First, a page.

8. If you are new to blacksmithing, as you say, maybe develop some other blacksmithing skills first. In my experience forge welding isn’t a  “basic” skill, it’s a “tricky” one.   I’ve been  been blacksmithing for about 18 months and forge welding can be very hard. I was making some chain links a couple of months ago and one or two pretty much looked like yours...  it’s fine, it’s learning but you will get less frustrated and more confident developing other skills first. As you do other things you’ll learn about gauging temperature, about what you can get away with and what you can’t. All useful stuff when you do get around to forge welding down the line

  9. I think it worked for its keep for a few years but for the last 30 years it was at first a decorative feature in this guy’s hallway after he came across it in a junk store. He had done some restoration then including ouling the leather. His wife told him to move it out 20 years ago and since then he had it under a blanket in a garage. The leather soaks up any neatsfoot oil I put on it. I guess i’ll Keep reapplying .

  10. I picked up a lovely set of Alldays and Onions bellows on ebay and have restored them, and put them to use. Maybe 125 years old I reckon. Triple chamber, works smoothly.  Leather is original, just treated with “neatsfoot” oil.  A little woodworm, now treated. The top board  is warped, but doesn’t  affect the function and adds to its charm. At first I think one of the leather flap valves was sticking, I think, and the top chamber wasn't expanding, and I was dreading having to unpin the leather bellows but as I used it, it began working and now is working just fine. I have hooked it up to my modern side blower forge by cutting a hole in the back so I can run electric, manual either or.  One of the cast iron weights was missing, but have replaced with a mild steel ball, almost as good. I read somewhere they may have been painted red, so gave em a lick and then the transfer pipe on the side that passes the air between chambers looked like it needed brightening up, so that got the same treatment. The lever is original ash, just BLO and it looks fine.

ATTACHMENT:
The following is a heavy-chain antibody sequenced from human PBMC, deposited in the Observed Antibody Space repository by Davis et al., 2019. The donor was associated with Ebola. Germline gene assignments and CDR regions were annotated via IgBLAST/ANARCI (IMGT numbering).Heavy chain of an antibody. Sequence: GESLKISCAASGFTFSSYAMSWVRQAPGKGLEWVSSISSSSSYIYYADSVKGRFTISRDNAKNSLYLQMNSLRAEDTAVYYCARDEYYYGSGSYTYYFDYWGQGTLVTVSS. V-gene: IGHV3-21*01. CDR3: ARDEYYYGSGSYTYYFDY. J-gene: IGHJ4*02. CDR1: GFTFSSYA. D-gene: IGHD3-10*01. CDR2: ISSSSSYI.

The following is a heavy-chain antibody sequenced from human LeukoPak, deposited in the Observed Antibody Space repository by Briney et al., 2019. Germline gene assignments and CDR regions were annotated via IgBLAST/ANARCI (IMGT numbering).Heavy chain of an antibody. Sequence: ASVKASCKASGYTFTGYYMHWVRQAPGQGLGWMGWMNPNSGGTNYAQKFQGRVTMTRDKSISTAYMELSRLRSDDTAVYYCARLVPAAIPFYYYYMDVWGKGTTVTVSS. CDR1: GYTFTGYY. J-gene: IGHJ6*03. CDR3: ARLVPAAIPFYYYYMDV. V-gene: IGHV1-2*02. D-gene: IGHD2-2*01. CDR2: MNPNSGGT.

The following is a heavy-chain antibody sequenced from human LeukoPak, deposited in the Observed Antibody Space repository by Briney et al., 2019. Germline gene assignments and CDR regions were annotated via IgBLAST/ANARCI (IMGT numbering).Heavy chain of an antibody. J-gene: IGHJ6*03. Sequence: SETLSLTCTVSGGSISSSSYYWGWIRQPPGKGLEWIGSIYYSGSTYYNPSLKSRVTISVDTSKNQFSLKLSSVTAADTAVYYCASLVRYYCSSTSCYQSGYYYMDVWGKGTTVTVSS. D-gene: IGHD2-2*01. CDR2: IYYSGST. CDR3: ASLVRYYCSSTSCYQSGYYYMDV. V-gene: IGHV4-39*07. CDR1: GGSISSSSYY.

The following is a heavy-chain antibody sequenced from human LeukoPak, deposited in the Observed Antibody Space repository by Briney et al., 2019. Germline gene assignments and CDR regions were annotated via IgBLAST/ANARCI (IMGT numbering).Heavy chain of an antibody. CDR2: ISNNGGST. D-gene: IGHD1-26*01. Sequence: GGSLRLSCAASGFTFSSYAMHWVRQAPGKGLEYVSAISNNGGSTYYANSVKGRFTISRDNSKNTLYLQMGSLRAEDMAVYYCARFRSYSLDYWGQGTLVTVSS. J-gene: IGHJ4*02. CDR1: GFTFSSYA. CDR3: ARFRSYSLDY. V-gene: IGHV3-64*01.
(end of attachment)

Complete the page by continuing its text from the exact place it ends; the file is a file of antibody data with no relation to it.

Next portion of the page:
At some stage I’ll need to flip the frame so it blows the same side as the lever - a more awkward task then I expected. I spent an hour or two on the assumption I could just unbolt the frame , rotate the bellows 180 and bolt it back together, but over the decades of use in the past the cross rods have slightly deformed and wouldn't quite fit, when I switched it, so I need to plan ahead and get a couple of sons with muscles to help. A lovely object, and great to use with my similarly aged anvil and vices. It clicks and heaves and whispers as I use it, in a very relaxing peaceful repetitive sound - harder work but quieter than the noisy electric fan

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  11. Henry Rogers and Sons were hardware suppliers in Wolverhampton between 1830 and 1900. They would have sold the anvil but it may have been made by another local company. They did make engine parts so it is possible they made the anvil. They also made/sold safes. Their headquarrters was in Union St, Wolverhampton but they had international sales offices, and made or sold all sorts of metal and china objects.  The founder , William Henry Rogers was a well known successful businessman, involved in funding railways, and also made significant  benevolent donations in the area.

  12. I now have two files from the Indian investigation into metal cased rockets, one the words and the other the pictures. I think they will overwhelm the attached file mechanism. I can however email them to anyone who would like to see it. Its pretty interesting.  Email me at the follwoing email address, inserting an @ sign where you see a capital A.  (Doing this to stop spam).  rogercdaviesAme.com    If there’s a better way of making files available, let me know.